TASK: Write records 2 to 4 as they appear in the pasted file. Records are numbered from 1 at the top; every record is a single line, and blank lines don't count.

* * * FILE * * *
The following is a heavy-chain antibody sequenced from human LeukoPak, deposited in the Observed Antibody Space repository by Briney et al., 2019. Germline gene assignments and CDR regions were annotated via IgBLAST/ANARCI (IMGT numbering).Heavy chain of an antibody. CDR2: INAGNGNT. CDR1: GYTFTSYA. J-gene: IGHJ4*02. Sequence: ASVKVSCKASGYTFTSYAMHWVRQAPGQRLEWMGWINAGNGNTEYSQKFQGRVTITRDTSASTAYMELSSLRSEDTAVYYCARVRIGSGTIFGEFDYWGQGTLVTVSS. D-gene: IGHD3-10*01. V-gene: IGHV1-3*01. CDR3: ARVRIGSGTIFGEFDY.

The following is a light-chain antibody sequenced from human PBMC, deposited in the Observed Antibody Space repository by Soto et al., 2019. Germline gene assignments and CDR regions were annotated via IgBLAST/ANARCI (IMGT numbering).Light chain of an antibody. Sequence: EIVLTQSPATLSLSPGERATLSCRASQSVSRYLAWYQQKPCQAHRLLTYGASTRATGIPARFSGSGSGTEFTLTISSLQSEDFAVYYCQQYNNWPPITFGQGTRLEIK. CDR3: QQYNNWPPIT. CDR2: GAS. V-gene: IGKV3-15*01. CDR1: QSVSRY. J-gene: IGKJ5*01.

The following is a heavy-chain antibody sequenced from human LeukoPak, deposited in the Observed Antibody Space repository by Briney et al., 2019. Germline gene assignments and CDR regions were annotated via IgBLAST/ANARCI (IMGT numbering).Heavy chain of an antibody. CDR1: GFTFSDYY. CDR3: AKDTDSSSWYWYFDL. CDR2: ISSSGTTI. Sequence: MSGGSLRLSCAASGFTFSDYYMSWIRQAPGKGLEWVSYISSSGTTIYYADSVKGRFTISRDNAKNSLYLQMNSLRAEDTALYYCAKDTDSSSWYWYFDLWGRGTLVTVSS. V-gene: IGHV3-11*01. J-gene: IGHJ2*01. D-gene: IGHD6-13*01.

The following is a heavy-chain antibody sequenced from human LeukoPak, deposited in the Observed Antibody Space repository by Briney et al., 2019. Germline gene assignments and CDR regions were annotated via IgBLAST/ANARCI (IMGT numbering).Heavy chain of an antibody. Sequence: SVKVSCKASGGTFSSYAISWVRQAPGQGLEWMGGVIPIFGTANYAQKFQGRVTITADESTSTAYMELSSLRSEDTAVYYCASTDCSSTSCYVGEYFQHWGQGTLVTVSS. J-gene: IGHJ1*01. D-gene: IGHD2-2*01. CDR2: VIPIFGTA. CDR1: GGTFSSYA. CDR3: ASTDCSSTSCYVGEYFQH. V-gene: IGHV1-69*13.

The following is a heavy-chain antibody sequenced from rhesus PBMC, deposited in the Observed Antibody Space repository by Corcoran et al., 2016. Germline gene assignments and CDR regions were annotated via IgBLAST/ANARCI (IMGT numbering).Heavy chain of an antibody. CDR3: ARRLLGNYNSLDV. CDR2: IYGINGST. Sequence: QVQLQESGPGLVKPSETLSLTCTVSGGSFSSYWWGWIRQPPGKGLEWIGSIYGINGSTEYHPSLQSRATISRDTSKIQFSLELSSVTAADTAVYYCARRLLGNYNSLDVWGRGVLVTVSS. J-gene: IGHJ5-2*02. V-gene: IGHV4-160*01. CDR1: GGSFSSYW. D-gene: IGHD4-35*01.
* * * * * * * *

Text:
The following is a light-chain antibody sequenced from human PBMC, deposited in the Observed Antibody Space repository by Soto et al., 2019. Germline gene assignments and CDR regions were annotated via IgBLAST/ANARCI (IMGT numbering).Light chain of an antibody. Sequence: EIVLTQSPATLSLSPGERATLSCRASQSVSRYLAWYQQKPCQAHRLLTYGASTRATGIPARFSGSGSGTEFTLTISSLQSEDFAVYYCQQYNNWPPITFGQGTRLEIK. CDR3: QQYNNWPPIT. CDR2: GAS. V-gene: IGKV3-15*01. CDR1: QSVSRY. J-gene: IGKJ5*01.

The following is a heavy-chain antibody sequenced from human LeukoPak, deposited in the Observed Antibody Space repository by Briney et al., 2019. Germline gene assignments and CDR regions were annotated via IgBLAST/ANARCI (IMGT numbering).Heavy chain of an antibody. CDR1: GFTFSDYY. CDR3: AKDTDSSSWYWYFDL. CDR2: ISSSGTTI. Sequence: MSGGSLRLSCAASGFTFSDYYMSWIRQAPGKGLEWVSYISSSGTTIYYADSVKGRFTISRDNAKNSLYLQMNSLRAEDTALYYCAKDTDSSSWYWYFDLWGRGTLVTVSS. V-gene: IGHV3-11*01. J-gene: IGHJ2*01. D-gene: IGHD6-13*01.

The following is a heavy-chain antibody sequenced from human LeukoPak, deposited in the Observed Antibody Space repository by Briney et al., 2019. Germline gene assignments and CDR regions were annotated via IgBLAST/ANARCI (IMGT numbering).Heavy chain of an antibody. Sequence: SVKVSCKASGGTFSSYAISWVRQAPGQGLEWMGGVIPIFGTANYAQKFQGRVTITADESTSTAYMELSSLRSEDTAVYYCASTDCSSTSCYVGEYFQHWGQGTLVTVSS. J-gene: IGHJ1*01. D-gene: IGHD2-2*01. CDR2: VIPIFGTA. CDR1: GGTFSSYA. CDR3: ASTDCSSTSCYVGEYFQH. V-gene: IGHV1-69*13.